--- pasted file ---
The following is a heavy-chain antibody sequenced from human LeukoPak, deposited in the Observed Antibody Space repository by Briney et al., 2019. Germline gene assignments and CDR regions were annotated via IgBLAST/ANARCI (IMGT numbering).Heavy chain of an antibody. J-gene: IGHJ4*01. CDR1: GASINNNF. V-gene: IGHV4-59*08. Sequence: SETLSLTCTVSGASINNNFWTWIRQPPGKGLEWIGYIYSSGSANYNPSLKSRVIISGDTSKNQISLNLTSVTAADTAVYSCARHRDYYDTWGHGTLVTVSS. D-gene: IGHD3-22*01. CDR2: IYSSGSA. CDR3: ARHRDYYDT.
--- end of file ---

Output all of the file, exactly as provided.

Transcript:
The following is a heavy-chain antibody sequenced from human LeukoPak, deposited in the Observed Antibody Space repository by Briney et al., 2019. Germline gene assignments and CDR regions were annotated via IgBLAST/ANARCI (IMGT numbering).Heavy chain of an antibody. J-gene: IGHJ4*01. CDR1: GASINNNF. V-gene: IGHV4-59*08. Sequence: SETLSLTCTVSGASINNNFWTWIRQPPGKGLEWIGYIYSSGSANYNPSLKSRVIISGDTSKNQISLNLTSVTAADTAVYSCARHRDYYDTWGHGTLVTVSS. D-gene: IGHD3-22*01. CDR2: IYSSGSA. CDR3: ARHRDYYDT.